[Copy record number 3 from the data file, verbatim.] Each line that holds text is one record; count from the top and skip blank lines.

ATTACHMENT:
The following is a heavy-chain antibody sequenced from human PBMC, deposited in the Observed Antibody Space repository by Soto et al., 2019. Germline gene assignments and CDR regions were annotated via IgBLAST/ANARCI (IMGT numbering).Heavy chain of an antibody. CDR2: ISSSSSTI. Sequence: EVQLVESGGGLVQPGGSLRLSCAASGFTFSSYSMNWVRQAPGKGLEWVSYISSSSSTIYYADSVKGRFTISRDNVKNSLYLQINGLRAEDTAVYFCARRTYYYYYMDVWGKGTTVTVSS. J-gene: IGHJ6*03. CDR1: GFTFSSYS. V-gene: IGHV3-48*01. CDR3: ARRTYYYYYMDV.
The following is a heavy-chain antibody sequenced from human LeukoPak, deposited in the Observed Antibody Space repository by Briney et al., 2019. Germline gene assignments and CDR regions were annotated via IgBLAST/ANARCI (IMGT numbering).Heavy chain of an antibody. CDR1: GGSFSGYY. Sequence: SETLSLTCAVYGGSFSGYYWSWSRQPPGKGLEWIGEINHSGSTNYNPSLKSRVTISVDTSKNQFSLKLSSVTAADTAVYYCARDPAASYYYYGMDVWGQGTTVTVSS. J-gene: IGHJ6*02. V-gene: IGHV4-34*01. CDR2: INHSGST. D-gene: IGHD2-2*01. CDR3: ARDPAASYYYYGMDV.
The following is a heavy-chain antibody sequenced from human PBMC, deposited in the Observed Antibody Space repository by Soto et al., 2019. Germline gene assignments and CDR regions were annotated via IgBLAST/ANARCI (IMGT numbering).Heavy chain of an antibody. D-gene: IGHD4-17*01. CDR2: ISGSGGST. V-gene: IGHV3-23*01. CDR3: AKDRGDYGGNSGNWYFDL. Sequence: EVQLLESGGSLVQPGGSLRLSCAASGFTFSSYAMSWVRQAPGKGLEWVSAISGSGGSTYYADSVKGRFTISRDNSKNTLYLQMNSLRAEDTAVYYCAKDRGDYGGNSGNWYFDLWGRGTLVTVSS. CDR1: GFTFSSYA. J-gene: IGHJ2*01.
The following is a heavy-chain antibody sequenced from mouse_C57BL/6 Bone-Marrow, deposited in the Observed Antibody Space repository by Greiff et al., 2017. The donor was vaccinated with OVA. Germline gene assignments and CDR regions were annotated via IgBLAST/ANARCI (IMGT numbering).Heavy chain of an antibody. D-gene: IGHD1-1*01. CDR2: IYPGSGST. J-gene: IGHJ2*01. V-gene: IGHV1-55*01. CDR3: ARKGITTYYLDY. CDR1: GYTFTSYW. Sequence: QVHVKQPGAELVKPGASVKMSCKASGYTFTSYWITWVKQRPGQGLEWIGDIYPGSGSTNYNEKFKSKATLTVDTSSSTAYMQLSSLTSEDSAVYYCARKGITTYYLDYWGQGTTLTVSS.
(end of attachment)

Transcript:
The following is a heavy-chain antibody sequenced from human PBMC, deposited in the Observed Antibody Space repository by Soto et al., 2019. Germline gene assignments and CDR regions were annotated via IgBLAST/ANARCI (IMGT numbering).Heavy chain of an antibody. D-gene: IGHD4-17*01. CDR2: ISGSGGST. V-gene: IGHV3-23*01. CDR3: AKDRGDYGGNSGNWYFDL. Sequence: EVQLLESGGSLVQPGGSLRLSCAASGFTFSSYAMSWVRQAPGKGLEWVSAISGSGGSTYYADSVKGRFTISRDNSKNTLYLQMNSLRAEDTAVYYCAKDRGDYGGNSGNWYFDLWGRGTLVTVSS. CDR1: GFTFSSYA. J-gene: IGHJ2*01.